Namibia is a country on the south-west coast of Africa. It is one of the driest and most sparsely populated countries on earth. The Namib Desert in the west and the Kalahari Desert in the east are separated by the Central Plateau.
The Nkasa Lupala National Park (also known as Nkasa Rupara) is a small park, covering only 320 square kilometres, but has the distinction of being the largest wetland area with conservation status in Namibia.
Our two-week journey through Namibia started in the Caprivi Strip, or German Caprivi Zipfel. This is a long, narrow extension of Namibia, running about 280 miles (450 km) from the northeast corner of the main block of the country eastward to the Zambezi River. Angola borders the area on the north, and the Okavango River traverses the strip in the west. Part of German Southwest Africa during 1884–1919, the strip was ceded by Britain to give the German colony riparian access to the Zambezi and was named for Leo, Graf von Caprivi, German chancellor during 1890–94. After World War I, the strip became part of Southwest Africa/Namibia, then under the mandate of the Union (now the Republic) of South Africa.
We crossed here from Botswana at the Ngoma Bridge border gate, but you could also drive here from Windhoek, Namibia’s capital. At the border, we were met by a representative of the outfitters who were supplying the car we were driving through Namibia. This was a Toyota Fortuner, a step up from the Land Cruiser we had driven through Botswana. It was comfortable and had all the extras, but we wondered how it would cope with the sandy roads we would encounter later in our Namibian adventure.
We were driven to the busy town of Katima Mulilo, the regional capital. Here we picked up some food, money from the ATM and a local SIM card. It was also time to say goodbye to our driver and we were let loose in Namibia for the first time.
For the next two days, we would be staying near Nkasa Rupula National Park, which is about 110km southwest of Katima Mulio.
We were staying at the Nkasa Lupala Tented Lodge, which is built on one of the many channels of the Kwando–Linyanti river system. The lodge is located on the northern unfenced park border, in the Wuparo Conservancy which is part of the successful and award-winning Namibian conservation program followed by IRDNC and WWF.
The lodge building itself is small with a bar and a restaurant, a seating area and a small plunge pool. The building overlooks a channel of the river, where they used to be able to launch boat trips. In recent years the channel had completely dried up, but after some good rains, it was once again full.
The tents in the camp are raised on platforms and overlook the river channel. Our tent had a very large bed and a private bathroom. Outside the front of the tent was a small deck with chairs and a small table where we could look out across the marshland.
In the afternoon we booked onto a boat cruise on the Harubandi Channel part of the Kwando-Linyanti system. Six of us set out in a game drive vehicle from the lodge to the river where we would be taking to the water on a small boat. As we travelled through the park, we got to see some of the wildlife, including zebra, giraffe, and long-tailed magpies.
The area is dominated by marshes with narrow channels and shallow waters, so our boat was a tiny, flat-bottomed affair, with a roof to protect you from the sun or rain. The roof was strong, with chairs on it, so you could go up there to get a better viewing of wildlife. The boat launched out into the narrow channels, winding its way through the reeds and papyrus grass. Close by we could hear an elephant in the water, but it was hidden by the tall grasses. We hoped that it didn’t decide to come crashing through where we were passing. Eventually, we reached a more open stretch of water. In the distance, we could see a group of elephants on the banks of the river, which was apparently in Botswana. Another boat began to approach them, but got too close, causing the elephants to get agitated, There was a lot of trumpeting, flapping ears, waving of trunks and even a mock charge. Luckily for the boat, the elephants backed off. The incident left us frustrated with the driver of that boat, who should have known better about approaching too close to these elephants who were not as used to people as in another park.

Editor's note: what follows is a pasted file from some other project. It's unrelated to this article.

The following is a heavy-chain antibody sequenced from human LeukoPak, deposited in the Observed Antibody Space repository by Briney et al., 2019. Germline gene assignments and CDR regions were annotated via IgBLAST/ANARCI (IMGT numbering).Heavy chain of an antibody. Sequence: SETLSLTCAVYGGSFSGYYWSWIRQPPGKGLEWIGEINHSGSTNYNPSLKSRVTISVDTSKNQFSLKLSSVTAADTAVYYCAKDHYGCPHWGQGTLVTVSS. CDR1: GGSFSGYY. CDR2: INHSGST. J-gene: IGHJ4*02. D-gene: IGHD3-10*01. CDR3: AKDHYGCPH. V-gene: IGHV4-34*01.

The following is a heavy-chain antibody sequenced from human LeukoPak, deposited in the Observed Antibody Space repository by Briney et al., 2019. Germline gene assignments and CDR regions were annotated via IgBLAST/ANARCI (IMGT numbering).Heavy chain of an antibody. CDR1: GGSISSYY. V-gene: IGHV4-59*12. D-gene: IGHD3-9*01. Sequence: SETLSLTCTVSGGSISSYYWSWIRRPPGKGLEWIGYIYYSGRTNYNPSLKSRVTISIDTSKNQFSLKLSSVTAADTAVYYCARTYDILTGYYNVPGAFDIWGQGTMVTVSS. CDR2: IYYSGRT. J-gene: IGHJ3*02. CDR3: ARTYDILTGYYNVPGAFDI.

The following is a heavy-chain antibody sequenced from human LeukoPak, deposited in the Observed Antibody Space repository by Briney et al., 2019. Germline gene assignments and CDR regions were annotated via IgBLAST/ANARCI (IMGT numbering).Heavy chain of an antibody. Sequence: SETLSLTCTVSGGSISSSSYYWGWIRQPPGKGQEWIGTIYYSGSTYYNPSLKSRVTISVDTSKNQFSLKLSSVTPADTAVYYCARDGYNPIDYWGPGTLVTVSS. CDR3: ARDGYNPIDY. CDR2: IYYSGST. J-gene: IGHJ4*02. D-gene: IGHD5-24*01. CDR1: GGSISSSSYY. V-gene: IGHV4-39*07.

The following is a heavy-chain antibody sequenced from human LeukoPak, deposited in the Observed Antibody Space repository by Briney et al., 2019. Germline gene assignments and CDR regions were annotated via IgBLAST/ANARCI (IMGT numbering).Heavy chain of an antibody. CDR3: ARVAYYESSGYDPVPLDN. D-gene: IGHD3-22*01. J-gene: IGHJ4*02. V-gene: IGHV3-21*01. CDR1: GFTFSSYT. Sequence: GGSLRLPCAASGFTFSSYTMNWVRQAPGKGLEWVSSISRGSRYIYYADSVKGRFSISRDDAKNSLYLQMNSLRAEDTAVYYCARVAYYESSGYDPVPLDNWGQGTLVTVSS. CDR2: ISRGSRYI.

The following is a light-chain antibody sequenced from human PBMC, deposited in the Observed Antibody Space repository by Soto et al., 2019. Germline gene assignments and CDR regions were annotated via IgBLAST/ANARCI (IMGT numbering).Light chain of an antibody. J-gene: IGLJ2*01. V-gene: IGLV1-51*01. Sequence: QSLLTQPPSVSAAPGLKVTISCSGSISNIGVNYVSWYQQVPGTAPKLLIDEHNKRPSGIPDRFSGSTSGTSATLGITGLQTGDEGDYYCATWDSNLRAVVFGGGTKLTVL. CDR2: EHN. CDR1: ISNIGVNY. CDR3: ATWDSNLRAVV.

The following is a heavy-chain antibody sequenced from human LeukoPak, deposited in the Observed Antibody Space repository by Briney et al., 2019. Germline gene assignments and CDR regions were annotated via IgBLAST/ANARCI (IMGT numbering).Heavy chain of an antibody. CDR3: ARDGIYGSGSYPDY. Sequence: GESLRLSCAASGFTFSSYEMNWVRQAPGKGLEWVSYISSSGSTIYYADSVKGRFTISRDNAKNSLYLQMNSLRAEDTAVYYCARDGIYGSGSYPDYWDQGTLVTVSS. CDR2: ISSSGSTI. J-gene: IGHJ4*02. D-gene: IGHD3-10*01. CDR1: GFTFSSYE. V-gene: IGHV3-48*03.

Our cruise continued. On the trees by the river, we spotted a majestic African fish eagle, and, on the bushes, there were many birds, including pied kingfishers. Small groups of lechwe antelope patrolled the banks, grazing on the lush grass.
Suddenly, we happened on a pod of hippos. A bit too close for comfort. A large hippo could have easily tipped our boat if it came up underneath. Our driver quickly moved passed and we all gave a collective sigh of relief.
The main attraction of this tour is undoubtedly the elephants. We came across a small herd of females, juvenile males, and young calves. When we first encountered them, they were about 200 metres away feeding on some bushes. Our boat pulled to so we could get a better view. We sat there watching them for ages, and the sundowner drinks were broken out to add to an already perfect experience.
As we looked on the elephants got closer and closer. Then a couple of juvenile males decided they didn’t like us being that close, even though we hadn’t moved for about 30 minutes. So, there was some ear flapping going on and our guide decided to retreat. Unfortunately, we’d got a bit stuck on reeds. It took a bit of manoeuvring and pushing with legs to get us off the banks and into the open water.
By now the sun was setting. We got some beautiful views of the elephants standing with the red sun as a backdrop.
The elephants then decided it was time to cross the river. As we had already discovered elephants are pretty good swimmers, so the fact the water was deeper here in the river didn’t bother them. Even one of the baby elephants made the crossing, bobbing up and down in the water and using his trunk as a snorkel.
It was now time to head back to the lodge before darkness fell completely, which happens quickly in those parts. We once again had to run the gauntlet of the hippos in the channel, before finally making it back to the game driver vehicle. By the time we got back to camp (due to two flat tyres), it was dark.